25
July
2017
|
06:00 PM
America/New_York

3-D Mammography Gives Cancer Survivor Peace of Mind

Michelle Figueroa was 17, newly married and on top of the world. She and her husband felt the world was their oyster. Then the unexpected happened and she was diagnosed with trophoblastic carcinoma, a female cancer that mimics pregnancy. Barely out of high school, she began chemotherapy and subsequently lost her hair. Treatment made her very ill and led to a stay in the intensive care unit.

While treatment lasted several months, her memory of that time has lasted for decades. Today, Figueroa is 44 and cancer free. The experience left her with an awareness of what she needs to do to stay healthy for herself, her two children and her husband.

“I don’t want to go through that again,” says Figueroa. “I try to take care of myself to avoid getting sick again. I go to the doctor, get annual checkups with my gynecologist and always get my mammogram.”

Something suspicious

Figueroa got her first mammogram at age 40. She’s had an annual mammogram since. Two years ago she was called back for a diagnostic evaluation after a radiologist saw an apparent change on her 2-D mammogram.

“I was sick to my stomach,” Figueroa says. “I got a second mammogram and an ultrasound right away. The care team was wonderful, but the experience rattled me. My mind went immediately back to my previous bout with cancer.”

Figueroa’s false positive reading was due to overlapping tissue. It’s a common problem that occurs due to the nature of 2-D mammography. This past July, she elected to have 3-D mammography – also called tomosynthesis – instead.

Most patients don’t notice a difference between 2-D and 3-D mammography. The experience is similar and 3-D scans take just a few seconds longer. 3-D scans capture more images of your breasts and at multiple angles. Doctors see clearer images of the breast tissue in very small slices, which improves detection rates.

“3-D mammography is more effective for women with dense breasts and for detecting smaller cancers,” says radiologist Priya Sareen, MD, with Medical Imaging of Lehigh Valley, PC. “They also detect 41 percent more invasive breast cancers and reduce false positives up to 40 percent.”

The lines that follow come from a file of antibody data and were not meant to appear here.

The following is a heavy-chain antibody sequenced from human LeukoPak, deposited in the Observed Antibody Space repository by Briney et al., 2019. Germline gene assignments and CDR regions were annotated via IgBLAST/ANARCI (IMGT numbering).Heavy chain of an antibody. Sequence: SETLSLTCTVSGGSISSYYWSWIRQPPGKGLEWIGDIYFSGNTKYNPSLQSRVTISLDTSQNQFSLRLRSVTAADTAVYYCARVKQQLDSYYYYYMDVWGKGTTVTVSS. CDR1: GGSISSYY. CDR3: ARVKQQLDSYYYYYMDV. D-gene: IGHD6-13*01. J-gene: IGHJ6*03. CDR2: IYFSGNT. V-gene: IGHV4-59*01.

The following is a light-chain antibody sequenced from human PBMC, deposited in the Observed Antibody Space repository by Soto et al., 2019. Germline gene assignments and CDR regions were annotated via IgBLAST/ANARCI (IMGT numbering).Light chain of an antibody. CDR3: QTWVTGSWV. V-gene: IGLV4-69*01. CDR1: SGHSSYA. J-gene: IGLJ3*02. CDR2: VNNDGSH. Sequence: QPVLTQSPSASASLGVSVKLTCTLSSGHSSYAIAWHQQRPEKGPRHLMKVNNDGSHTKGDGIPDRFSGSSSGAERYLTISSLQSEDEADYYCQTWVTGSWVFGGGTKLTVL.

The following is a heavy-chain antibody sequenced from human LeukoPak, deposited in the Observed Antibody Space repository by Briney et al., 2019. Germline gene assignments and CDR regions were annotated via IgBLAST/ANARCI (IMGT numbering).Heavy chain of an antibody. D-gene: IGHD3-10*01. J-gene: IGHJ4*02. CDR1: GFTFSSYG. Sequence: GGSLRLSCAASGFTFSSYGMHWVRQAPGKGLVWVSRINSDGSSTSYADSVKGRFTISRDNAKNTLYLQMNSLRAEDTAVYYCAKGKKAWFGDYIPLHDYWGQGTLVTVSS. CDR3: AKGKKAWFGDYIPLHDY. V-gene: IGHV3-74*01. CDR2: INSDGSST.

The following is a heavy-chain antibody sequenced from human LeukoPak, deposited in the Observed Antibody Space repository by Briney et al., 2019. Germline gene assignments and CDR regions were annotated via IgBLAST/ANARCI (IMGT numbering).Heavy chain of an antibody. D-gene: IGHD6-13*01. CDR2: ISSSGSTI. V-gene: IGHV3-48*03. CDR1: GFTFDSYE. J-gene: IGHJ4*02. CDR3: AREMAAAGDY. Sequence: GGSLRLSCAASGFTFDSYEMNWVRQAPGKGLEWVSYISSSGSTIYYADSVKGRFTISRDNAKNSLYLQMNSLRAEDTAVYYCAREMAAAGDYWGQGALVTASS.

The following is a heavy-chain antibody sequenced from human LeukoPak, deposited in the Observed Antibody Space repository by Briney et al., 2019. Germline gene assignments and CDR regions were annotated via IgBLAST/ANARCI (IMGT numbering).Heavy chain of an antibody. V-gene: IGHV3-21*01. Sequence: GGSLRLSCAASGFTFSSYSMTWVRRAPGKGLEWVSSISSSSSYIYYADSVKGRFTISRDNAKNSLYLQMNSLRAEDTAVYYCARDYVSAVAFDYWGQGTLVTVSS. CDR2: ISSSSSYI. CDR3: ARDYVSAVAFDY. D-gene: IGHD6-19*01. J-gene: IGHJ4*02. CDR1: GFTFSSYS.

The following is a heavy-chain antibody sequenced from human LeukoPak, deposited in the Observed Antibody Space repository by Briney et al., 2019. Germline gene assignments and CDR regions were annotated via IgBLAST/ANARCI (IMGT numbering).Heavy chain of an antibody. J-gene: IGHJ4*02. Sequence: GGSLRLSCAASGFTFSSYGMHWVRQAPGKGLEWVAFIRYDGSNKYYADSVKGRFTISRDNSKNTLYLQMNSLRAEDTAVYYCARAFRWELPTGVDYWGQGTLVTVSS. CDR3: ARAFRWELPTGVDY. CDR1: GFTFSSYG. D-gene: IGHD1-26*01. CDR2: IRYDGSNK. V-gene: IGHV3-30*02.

Getting the all clear

Less than a week after Figueroa had her 3-D mammogram, she received a letter from Lehigh Valley Health Network’s Breast Imaging Services saying her results were normal. The letter also contained information about her breast density – a mandatory notification that educates women about the makeup of their breast tissue.

Dense breasts can increase a woman’s cancer risk. 3-D mammograms are proven to be more accurate for women with dense breast tissue, they also make it easier to catch breast cancer in its earliest stages.

“Women need to take time for themselves,” Figueroa says. “If you get sick you can’t take care of anyone else. Delaying your mammogram can lead to a more serious diagnosis if you do have a problem. A couple seconds can save your life.”

Lehigh Valley Health Network (LVHN) offers 2-D and 3-D mammography using the Hologic Genius at seven locations. No prescription from your health care provider is needed for your annual exam. All insurers must cover an annual (after 365 days) 2-D screening for women beginning at age 40. Coverage for 3-D mammography varies. Check with your insurer to confirm your coverage. Many insurers cover 3-D mammography for women with dense breasts and for those at high-risk for cancer. Your doctor can help determine your risk for cancer or refer you to one of LVHN’s genetic counselors. 

Author
photo:Sheila Caballero
Sheila Caballero
Writer
484-884-0820
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